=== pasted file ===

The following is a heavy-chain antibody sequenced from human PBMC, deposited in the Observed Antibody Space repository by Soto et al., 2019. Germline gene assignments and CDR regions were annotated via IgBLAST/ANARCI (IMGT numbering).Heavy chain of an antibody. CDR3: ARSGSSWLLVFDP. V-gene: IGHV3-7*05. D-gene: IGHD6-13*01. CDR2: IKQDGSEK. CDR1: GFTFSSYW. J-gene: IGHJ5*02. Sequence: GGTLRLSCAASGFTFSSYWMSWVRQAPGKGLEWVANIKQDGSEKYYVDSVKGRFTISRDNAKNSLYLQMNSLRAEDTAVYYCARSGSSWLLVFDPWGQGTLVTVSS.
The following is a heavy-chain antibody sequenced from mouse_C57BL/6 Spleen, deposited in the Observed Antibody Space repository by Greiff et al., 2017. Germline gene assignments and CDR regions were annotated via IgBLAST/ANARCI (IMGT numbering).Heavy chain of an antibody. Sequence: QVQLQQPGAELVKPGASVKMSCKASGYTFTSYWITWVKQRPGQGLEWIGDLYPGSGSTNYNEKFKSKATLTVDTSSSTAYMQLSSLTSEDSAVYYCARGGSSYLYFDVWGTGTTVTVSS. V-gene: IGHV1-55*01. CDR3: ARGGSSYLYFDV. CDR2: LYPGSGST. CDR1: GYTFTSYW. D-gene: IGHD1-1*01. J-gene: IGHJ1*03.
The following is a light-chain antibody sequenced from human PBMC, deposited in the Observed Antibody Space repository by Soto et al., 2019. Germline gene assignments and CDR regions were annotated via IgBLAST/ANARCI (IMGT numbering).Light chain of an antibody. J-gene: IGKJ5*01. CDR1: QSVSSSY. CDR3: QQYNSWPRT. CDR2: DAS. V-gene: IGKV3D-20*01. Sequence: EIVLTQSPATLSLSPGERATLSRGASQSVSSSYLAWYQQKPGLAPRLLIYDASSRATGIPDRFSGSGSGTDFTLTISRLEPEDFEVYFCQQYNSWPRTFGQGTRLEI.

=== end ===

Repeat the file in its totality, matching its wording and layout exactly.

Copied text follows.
The following is a heavy-chain antibody sequenced from human PBMC, deposited in the Observed Antibody Space repository by Soto et al., 2019. Germline gene assignments and CDR regions were annotated via IgBLAST/ANARCI (IMGT numbering).Heavy chain of an antibody. CDR3: ARSGSSWLLVFDP. V-gene: IGHV3-7*05. D-gene: IGHD6-13*01. CDR2: IKQDGSEK. CDR1: GFTFSSYW. J-gene: IGHJ5*02. Sequence: GGTLRLSCAASGFTFSSYWMSWVRQAPGKGLEWVANIKQDGSEKYYVDSVKGRFTISRDNAKNSLYLQMNSLRAEDTAVYYCARSGSSWLLVFDPWGQGTLVTVSS.
The following is a heavy-chain antibody sequenced from mouse_C57BL/6 Spleen, deposited in the Observed Antibody Space repository by Greiff et al., 2017. Germline gene assignments and CDR regions were annotated via IgBLAST/ANARCI (IMGT numbering).Heavy chain of an antibody. Sequence: QVQLQQPGAELVKPGASVKMSCKASGYTFTSYWITWVKQRPGQGLEWIGDLYPGSGSTNYNEKFKSKATLTVDTSSSTAYMQLSSLTSEDSAVYYCARGGSSYLYFDVWGTGTTVTVSS. V-gene: IGHV1-55*01. CDR3: ARGGSSYLYFDV. CDR2: LYPGSGST. CDR1: GYTFTSYW. D-gene: IGHD1-1*01. J-gene: IGHJ1*03.
The following is a light-chain antibody sequenced from human PBMC, deposited in the Observed Antibody Space repository by Soto et al., 2019. Germline gene assignments and CDR regions were annotated via IgBLAST/ANARCI (IMGT numbering).Light chain of an antibody. J-gene: IGKJ5*01. CDR1: QSVSSSY. CDR3: QQYNSWPRT. CDR2: DAS. V-gene: IGKV3D-20*01. Sequence: EIVLTQSPATLSLSPGERATLSRGASQSVSSSYLAWYQQKPGLAPRLLIYDASSRATGIPDRFSGSGSGTDFTLTISRLEPEDFEVYFCQQYNSWPRTFGQGTRLEI.